"I’ve noticed that, in the past month or so, in team meetings you’ve seemed very sullen and demoralized. In one instance two weeks ago I recall you contributed very little and shrugged off some prompts for you to jump into the conversation. 

Others in the team find this kind of thing to be tough to deal with and it creates a negative atmosphere. It could be a good idea to chat with a manager or someone else if there are some issues with work at the moment as before now you seemed eager and more engaged.” 

How to ask for feedback 

Asking for feedback is a necessary evil. It is as simple as that. Many have no problem drafting up an email to send to clients, job applicants, or subscribers. For others, even the sentence ‘Ask for feedback’ sends a chill down their spine. But have no fear because we have 

  • Be prepared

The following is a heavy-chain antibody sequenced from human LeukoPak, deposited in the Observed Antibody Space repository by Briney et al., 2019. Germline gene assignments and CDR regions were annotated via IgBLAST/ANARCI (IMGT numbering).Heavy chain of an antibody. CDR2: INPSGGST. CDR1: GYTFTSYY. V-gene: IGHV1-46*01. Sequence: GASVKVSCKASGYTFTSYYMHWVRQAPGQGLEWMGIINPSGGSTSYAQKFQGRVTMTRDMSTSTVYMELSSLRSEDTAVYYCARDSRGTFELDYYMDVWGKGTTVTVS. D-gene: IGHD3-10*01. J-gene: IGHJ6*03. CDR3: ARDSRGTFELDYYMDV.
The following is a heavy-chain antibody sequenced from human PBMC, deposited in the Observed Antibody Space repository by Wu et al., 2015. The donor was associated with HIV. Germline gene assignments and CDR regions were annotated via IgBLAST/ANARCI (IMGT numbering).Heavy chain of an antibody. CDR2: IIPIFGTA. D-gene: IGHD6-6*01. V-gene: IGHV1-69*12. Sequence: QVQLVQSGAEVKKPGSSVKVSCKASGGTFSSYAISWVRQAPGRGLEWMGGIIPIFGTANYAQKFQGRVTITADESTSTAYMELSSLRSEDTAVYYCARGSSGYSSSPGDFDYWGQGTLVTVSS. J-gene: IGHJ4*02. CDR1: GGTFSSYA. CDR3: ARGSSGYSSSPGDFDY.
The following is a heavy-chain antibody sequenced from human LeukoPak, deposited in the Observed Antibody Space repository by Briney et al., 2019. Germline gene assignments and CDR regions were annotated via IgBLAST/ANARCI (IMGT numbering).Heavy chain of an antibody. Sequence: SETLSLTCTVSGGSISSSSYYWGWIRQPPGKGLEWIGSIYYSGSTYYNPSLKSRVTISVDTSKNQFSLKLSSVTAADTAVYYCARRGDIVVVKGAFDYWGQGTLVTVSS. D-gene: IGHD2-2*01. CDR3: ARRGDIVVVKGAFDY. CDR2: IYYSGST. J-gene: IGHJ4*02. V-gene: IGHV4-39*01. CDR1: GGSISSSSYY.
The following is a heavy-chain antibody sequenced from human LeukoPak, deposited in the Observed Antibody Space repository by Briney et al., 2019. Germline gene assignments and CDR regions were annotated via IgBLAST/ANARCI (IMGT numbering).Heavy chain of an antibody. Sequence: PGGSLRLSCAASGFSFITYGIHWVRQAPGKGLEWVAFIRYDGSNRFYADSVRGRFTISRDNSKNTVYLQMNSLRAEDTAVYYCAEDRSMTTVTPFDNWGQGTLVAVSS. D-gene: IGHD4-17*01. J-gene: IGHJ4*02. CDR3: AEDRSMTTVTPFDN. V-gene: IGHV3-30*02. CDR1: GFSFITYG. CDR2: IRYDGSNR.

As we said, people are busy, so best provide them with some prepared questions to fill out. Don’t just ask them vague questions in the hope that they take the time to give a perfect detailed response. If there is something specific you want feedback on then ask. 

Get creative and create a series of scales or rankings questions for people to quickly fill out. Additionally, open-ended questions can be great for more detailed and comprehensive answers. Combine both to help you get a full picture. 

Top tip: Don’t be afraid to give them hints or examples of how you would like the feedback structure. This will make it easier for everyone as they can get some inspiration on what to write and it will be easier for you to work with. 

  •  Be courteous

Remember, no matter who you are asking, they are doing you a favor and taking time out of their day to help you. A simple please and thank you go a long way, as can explaining that you appreciate the use of their time. Explaining why you want the feedback and how it can help you will also help them understand that their opinion is important to you and is valued. 

When dealing with users, many companies also offer some type of reward or compensation for filling out forms and surveys.